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Maxwell's, integrals, current, elements, delta phi and confusion

  1. Mar 9, 2012 #1
    I'm working on an online EECS course, and to be frank some of it is going straight over my head - but at the same time parts of it are far below my current knowledge, so I want to work and stick with it.

    The speaker is working through proving current and voltage - to arrive at Kirchoff's laws as far as I can tell (though I haven't got that far).

    The first thing that threw me was this talk of 'elements' - does he mean elements as in periodic? Or as in a sub-class of something, a circuit, anything?

    He says that a basic rule is defined such that all elements must obey:

    [itex]\frac{\delta\phi B}{\delta t} = 0[/itex]

    Otherwise they are not allowed, and by doing this it means that the mathematics works out okay, and we can calculate properties easily.

    But what does it mean for del phi B by del t to equal 0? What are B and t?

    Are they properties of materials that make - say, silicon - suitable for use in electronic circuits?

    My second question regards integrating notation. I haven't come across integrals with the following notation yet, and I hope someone can explain:

    1) [itex]\oint[/itex]

    (ie, what's the difference with the addition of the circle/loop in the center?)

    2) [itex]\int_{ab}[/itex] or [itex]\int_{\delta c}[/itex]

    (ie, what does it mean to only have a lower limit? Or is the first the lower and second the upper, and in the case of delta c, the limits are the difference represented by the delta - ie if it were say dl, showing extension, the lower limit would be original and the upper the extended length?)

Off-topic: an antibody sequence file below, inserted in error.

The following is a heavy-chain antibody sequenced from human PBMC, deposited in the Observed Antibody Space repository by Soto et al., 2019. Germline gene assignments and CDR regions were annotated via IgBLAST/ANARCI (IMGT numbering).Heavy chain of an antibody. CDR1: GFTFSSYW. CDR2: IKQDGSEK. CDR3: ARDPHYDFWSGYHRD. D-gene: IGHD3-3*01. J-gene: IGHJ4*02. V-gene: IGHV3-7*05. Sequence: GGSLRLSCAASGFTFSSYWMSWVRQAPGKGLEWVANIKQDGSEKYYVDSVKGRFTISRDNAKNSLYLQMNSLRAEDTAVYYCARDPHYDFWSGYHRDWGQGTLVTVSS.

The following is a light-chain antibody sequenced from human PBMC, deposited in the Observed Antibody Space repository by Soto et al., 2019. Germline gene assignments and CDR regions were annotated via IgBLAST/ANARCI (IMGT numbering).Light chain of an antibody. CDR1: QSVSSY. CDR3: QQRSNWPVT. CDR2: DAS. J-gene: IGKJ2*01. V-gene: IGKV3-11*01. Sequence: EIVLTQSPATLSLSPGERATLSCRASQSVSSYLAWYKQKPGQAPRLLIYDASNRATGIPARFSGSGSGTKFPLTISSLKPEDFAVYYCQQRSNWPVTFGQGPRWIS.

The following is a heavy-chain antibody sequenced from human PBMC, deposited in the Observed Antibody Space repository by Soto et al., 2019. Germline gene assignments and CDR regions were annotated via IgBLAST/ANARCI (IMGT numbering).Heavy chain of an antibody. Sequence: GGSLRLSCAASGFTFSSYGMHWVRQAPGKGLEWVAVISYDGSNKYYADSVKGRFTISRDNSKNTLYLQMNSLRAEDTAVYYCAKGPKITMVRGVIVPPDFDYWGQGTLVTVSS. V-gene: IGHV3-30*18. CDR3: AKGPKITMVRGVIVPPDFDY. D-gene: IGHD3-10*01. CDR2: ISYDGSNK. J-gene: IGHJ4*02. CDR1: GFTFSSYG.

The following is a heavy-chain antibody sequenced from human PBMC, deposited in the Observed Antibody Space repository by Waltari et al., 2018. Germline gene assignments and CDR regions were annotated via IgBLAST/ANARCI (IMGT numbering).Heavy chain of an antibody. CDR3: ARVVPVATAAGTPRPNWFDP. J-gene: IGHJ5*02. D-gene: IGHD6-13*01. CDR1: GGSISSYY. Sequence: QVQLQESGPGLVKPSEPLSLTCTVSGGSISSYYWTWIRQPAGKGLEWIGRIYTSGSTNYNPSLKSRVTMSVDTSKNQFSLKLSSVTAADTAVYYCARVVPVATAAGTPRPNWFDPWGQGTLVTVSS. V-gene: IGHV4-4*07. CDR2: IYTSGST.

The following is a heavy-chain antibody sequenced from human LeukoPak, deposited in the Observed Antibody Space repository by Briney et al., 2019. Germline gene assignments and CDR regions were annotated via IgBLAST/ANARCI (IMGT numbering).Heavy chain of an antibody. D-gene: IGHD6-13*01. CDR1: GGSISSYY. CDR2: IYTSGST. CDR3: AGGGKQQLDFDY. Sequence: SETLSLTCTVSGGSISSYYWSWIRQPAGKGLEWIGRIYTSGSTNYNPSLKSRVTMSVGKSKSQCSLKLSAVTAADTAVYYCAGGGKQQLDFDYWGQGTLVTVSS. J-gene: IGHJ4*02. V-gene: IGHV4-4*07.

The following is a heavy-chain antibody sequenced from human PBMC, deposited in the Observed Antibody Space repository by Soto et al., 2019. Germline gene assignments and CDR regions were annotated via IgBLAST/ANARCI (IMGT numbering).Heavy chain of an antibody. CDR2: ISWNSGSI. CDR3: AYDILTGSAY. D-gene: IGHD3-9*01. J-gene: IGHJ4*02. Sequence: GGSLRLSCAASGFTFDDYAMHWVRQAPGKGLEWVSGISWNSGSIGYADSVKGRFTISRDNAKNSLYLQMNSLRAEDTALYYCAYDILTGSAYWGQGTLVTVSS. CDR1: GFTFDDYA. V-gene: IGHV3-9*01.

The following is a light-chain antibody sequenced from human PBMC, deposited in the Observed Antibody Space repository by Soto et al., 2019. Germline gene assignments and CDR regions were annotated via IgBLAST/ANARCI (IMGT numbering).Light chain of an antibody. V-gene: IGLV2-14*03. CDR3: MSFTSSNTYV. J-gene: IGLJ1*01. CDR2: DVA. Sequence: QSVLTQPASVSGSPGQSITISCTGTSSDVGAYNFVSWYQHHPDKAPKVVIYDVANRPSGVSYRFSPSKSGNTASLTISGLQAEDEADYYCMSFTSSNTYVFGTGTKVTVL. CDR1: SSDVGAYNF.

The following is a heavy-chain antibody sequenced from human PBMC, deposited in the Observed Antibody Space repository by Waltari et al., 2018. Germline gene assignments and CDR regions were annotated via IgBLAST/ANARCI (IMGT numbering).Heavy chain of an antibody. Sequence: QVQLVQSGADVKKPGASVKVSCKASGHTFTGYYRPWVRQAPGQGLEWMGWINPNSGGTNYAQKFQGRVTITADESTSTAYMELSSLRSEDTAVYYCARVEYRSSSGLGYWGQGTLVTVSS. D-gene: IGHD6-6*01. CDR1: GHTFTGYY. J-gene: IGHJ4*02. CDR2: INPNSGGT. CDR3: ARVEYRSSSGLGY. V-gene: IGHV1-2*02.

3) [itex]\int\int[/itex] or [itex]\oint\oint[/itex]

    (I assume these are for 'second integrals', much like d^2y/dx^2?)

    Thanks in advance for any help on either question.
  2. jcsd
  3. Mar 9, 2012 #2
    1.) He probably means circuit elements when he says 'elements'...like resistors, inductors, and capacitors.

    2.) In dB/dt = 0, B is the magnetic flux density and t is time. This means that the magnetic flux density is constant wrt time. This is needs to be true for kirchoff's voltage law to be true, otherwise you get non conservative electric fields invalidating KVL.

    3.) The integral symbol with the circle denotes a path integral around a closed loop.

    4.) The integral symbol with ab at the bottom denotes a path integral from points a to b.

    5.) the double integrall symbols are for when integrating a surface and the triple integrals are for wen integrating a volume.

    -Matt Leright
  4. Mar 9, 2012 #3
    Thanks for your response.

    2) So is that a material or component property? ie. by material I mean is that why silicon is used, or by component I mean would it be a consideration if I were a company manufacturing resistors?

    3) Is a path integral the same as a line integral? And what's the difference between this and a 'standard' integral that I'm used to seeing?

    4) Even without the loop in the middle? I would ask more about this but I feel the answer is probably obvious to me when I understand the answer to my question 3).

    Thanks again.
  5. Mar 9, 2012 #4
    Say if you have a line integral: [itex]\int_{ab}[/itex] implies you integrate from point a to point b. But if point b is equal to point a, then you have a closed path. Then instead, you put a circle on the integral.
  6. Mar 10, 2012 #5
    the circle can also indicate an integral on a closed surface...like a sphere,
  7. Mar 11, 2012 #6
    You are right,

    Usually books use [itex] \oint_c \;[/itex] for line integral for closed path. [itex] \oint_s \;[/itex] is for closed surface.
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